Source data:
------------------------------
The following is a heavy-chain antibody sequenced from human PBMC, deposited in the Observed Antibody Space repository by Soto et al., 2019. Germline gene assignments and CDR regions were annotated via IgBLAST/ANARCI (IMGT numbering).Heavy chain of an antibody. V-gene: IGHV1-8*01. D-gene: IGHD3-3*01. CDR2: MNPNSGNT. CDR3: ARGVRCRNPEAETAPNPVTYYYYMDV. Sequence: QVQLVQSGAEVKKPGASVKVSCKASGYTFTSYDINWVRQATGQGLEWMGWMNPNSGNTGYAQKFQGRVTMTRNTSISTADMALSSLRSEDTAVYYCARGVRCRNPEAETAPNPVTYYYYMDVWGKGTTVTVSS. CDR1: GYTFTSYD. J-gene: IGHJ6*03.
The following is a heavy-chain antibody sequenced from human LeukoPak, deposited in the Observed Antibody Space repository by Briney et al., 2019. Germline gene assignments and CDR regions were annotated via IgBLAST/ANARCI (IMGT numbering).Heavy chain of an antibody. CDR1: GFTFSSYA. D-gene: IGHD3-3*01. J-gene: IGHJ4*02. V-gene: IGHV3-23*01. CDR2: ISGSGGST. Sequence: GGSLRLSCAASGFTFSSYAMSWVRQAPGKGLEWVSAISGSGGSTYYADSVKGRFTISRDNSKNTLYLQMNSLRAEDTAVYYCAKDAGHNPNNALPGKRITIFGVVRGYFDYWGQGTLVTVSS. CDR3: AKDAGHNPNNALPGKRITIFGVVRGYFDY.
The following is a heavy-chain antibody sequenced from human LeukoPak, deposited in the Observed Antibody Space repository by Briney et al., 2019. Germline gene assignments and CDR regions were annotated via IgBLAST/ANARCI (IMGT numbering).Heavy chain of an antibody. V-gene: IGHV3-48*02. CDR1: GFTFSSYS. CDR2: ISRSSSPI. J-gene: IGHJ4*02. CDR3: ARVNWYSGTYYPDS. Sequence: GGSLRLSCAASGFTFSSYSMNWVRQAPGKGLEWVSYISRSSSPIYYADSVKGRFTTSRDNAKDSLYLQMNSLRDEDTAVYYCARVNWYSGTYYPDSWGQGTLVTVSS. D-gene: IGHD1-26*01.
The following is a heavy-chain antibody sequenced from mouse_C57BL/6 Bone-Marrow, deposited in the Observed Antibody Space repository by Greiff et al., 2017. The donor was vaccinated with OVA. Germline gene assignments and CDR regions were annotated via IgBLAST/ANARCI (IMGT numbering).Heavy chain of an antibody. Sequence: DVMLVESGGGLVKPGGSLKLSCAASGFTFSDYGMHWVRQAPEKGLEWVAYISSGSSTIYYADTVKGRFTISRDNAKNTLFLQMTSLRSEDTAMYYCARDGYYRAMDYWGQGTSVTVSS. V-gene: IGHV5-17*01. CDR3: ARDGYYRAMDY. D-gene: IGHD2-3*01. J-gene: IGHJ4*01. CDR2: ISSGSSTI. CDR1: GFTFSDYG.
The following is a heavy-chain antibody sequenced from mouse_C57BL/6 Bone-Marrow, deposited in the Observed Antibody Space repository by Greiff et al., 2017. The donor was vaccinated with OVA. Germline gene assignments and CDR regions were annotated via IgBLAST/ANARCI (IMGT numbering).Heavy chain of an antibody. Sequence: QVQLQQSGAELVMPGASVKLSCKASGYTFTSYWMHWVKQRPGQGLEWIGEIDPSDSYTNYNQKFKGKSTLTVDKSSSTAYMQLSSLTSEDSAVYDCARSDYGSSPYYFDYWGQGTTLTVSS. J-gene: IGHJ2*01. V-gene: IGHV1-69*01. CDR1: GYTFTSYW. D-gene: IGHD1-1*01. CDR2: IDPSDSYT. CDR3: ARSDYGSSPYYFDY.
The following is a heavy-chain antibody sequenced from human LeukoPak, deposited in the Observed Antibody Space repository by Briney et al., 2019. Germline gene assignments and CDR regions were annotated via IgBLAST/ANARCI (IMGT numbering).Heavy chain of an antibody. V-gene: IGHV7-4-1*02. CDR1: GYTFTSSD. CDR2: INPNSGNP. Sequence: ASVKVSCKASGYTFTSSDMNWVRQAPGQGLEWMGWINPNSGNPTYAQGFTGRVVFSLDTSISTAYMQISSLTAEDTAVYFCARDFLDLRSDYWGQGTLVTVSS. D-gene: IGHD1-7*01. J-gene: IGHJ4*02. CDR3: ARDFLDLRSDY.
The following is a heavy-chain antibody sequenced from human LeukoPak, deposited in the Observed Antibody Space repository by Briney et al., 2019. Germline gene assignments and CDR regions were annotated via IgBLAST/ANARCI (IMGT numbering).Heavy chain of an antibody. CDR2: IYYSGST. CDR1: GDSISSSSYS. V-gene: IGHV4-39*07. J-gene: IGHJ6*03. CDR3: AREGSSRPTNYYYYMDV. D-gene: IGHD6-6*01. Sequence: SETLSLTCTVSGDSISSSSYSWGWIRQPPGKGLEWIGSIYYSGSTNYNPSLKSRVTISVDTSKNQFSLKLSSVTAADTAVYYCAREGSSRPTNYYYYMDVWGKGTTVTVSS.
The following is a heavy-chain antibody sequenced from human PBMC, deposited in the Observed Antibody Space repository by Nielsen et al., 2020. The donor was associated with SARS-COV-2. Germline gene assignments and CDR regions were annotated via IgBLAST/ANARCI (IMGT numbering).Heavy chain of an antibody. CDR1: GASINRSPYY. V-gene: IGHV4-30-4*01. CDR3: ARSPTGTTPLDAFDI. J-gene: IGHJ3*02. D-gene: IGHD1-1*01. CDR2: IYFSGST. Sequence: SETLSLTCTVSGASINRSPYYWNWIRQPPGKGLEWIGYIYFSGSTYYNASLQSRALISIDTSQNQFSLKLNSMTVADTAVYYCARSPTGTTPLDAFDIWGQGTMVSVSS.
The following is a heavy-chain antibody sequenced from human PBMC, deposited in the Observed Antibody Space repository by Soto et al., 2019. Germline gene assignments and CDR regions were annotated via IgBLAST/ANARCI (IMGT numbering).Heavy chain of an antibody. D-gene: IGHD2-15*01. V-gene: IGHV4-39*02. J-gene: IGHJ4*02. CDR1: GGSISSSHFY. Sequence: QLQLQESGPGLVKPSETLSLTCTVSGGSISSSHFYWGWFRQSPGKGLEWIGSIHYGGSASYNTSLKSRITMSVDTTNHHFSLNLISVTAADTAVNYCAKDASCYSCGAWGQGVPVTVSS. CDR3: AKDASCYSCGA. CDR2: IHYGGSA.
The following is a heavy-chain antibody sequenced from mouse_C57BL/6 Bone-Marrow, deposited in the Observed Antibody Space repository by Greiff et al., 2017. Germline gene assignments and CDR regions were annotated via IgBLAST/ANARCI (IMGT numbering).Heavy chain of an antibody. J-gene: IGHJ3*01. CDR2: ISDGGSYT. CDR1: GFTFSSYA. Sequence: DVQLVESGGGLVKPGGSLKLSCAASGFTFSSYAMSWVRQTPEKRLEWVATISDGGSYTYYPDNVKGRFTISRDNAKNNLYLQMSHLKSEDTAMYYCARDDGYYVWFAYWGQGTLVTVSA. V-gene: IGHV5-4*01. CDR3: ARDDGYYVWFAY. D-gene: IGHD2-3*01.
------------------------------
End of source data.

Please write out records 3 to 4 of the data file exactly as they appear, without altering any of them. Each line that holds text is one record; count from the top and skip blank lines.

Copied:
The following is a heavy-chain antibody sequenced from human LeukoPak, deposited in the Observed Antibody Space repository by Briney et al., 2019. Germline gene assignments and CDR regions were annotated via IgBLAST/ANARCI (IMGT numbering).Heavy chain of an antibody. V-gene: IGHV3-48*02. CDR1: GFTFSSYS. CDR2: ISRSSSPI. J-gene: IGHJ4*02. CDR3: ARVNWYSGTYYPDS. Sequence: GGSLRLSCAASGFTFSSYSMNWVRQAPGKGLEWVSYISRSSSPIYYADSVKGRFTTSRDNAKDSLYLQMNSLRDEDTAVYYCARVNWYSGTYYPDSWGQGTLVTVSS. D-gene: IGHD1-26*01.
The following is a heavy-chain antibody sequenced from mouse_C57BL/6 Bone-Marrow, deposited in the Observed Antibody Space repository by Greiff et al., 2017. The donor was vaccinated with OVA. Germline gene assignments and CDR regions were annotated via IgBLAST/ANARCI (IMGT numbering).Heavy chain of an antibody. Sequence: DVMLVESGGGLVKPGGSLKLSCAASGFTFSDYGMHWVRQAPEKGLEWVAYISSGSSTIYYADTVKGRFTISRDNAKNTLFLQMTSLRSEDTAMYYCARDGYYRAMDYWGQGTSVTVSS. V-gene: IGHV5-17*01. CDR3: ARDGYYRAMDY. D-gene: IGHD2-3*01. J-gene: IGHJ4*01. CDR2: ISSGSSTI. CDR1: GFTFSDYG.